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Old 07-07-2008, 09:36 AM
 
Location: South Portland, Maine
2,349 posts, read 3,526,882 times
Reputation: 1468

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So.......my oil guy today finaly gave me a lock in price of $4.40, a decent price considering where oil is at today. He even told me I could take all summer to make a decision.

He is suggesting that I gamble with this market as he feels it will have to crash. Pritty risky on his part suggesting something like that....I tend to agree with him though as we both feel that at $5 oil....especially Oil for heating....this economy will crash through the winter if it holds steady.

Just some food for thought
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Old 07-07-2008, 09:59 AM
 
Location: on a dirt road in Waitsfield,Vermont
2,186 posts, read 4,276,770 times
Reputation: 1059
I think the high price of crude has become a pretty tenuous bubble that will burst just like the housing industry crashed a year ago. Even the Saudi's are getting nervous as they are already seeing demand destruction.

The health of our economy is an inverse ratio, for the most part, to the price of energy. Experts say $40-$60 of the price of crude are from futures commodity investing...the speculators. This is the part of the price supports that can change pretty quickly.
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Old 07-07-2008, 12:41 PM
 
Location: Eastport, Maine
1,131 posts, read 1,499,653 times
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Yep, to cool some speculation, why not tax speculation profits for oil at a high rate, making it not such a great bargain. Yes, I know my retirement portfolio invests in these, but I would prefer less profits, and make oil more reasonable. The only problem is that most of the speculation or a good part of it is being done outside the USA.
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Old 07-07-2008, 05:51 PM
 
Location: Maine's garden spot
2,492 posts, read 3,094,508 times
Reputation: 2175
Quote:
Originally Posted by maine4.us View Post
Yep, to cool some speculation, why not tax speculation profits for oil at a high rate, making it not such a great bargain. Yes, I know my retirement portfolio invests in these, but I would prefer less profits, and make oil more reasonable. The only problem is that most of the speculation or a good part of it is being done outside the USA.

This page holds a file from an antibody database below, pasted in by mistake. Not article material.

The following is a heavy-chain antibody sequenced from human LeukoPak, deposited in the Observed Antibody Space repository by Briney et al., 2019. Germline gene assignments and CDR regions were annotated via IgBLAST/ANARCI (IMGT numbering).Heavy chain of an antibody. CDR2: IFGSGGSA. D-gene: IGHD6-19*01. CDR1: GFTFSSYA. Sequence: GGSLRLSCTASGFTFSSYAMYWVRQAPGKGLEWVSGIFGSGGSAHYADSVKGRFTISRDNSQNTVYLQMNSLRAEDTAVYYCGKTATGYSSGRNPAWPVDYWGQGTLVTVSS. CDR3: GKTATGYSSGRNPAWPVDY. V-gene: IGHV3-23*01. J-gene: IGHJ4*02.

Well, you answered your own question/comment. The US can't control the entire speculation market. Alot of people are going to be hurt over the next year.
There is no easy single answer to the current energy problem, but it really has spurred me to get off my butt and cut my own wood. For that, it is a good thing.
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Old 07-07-2008, 08:15 PM
 
Location: Virginia ~ via Maine
63 posts, read 165,059 times
Reputation: 34
The $$ of oil and gas doesn't just affect our wallets today either. In my case, I stopped contributing to my 401k nearly a year ago because I simply had to have more money coming in so I could heat my place for the winter. I'm sure I'm not alone ... the $$ needs to come from somewhere and all the ridiculously rich oil execs certainly aren't going to help me out.
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Old 07-08-2008, 11:11 AM
 
1,570 posts, read 2,267,587 times
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Quote:
Originally Posted by maine4.us View Post
Yep, to cool some speculation, why not tax speculation profits for oil at a high rate, making it not such a great bargain. Yes, I know my retirement portfolio invests in these, but I would prefer less profits, and make oil more reasonable. The only problem is that most of the speculation or a good part of it is being done outside the USA.
Exactly right. London, for example, is a big oil market. Taxing US traders would only force them to move their transactions offshore.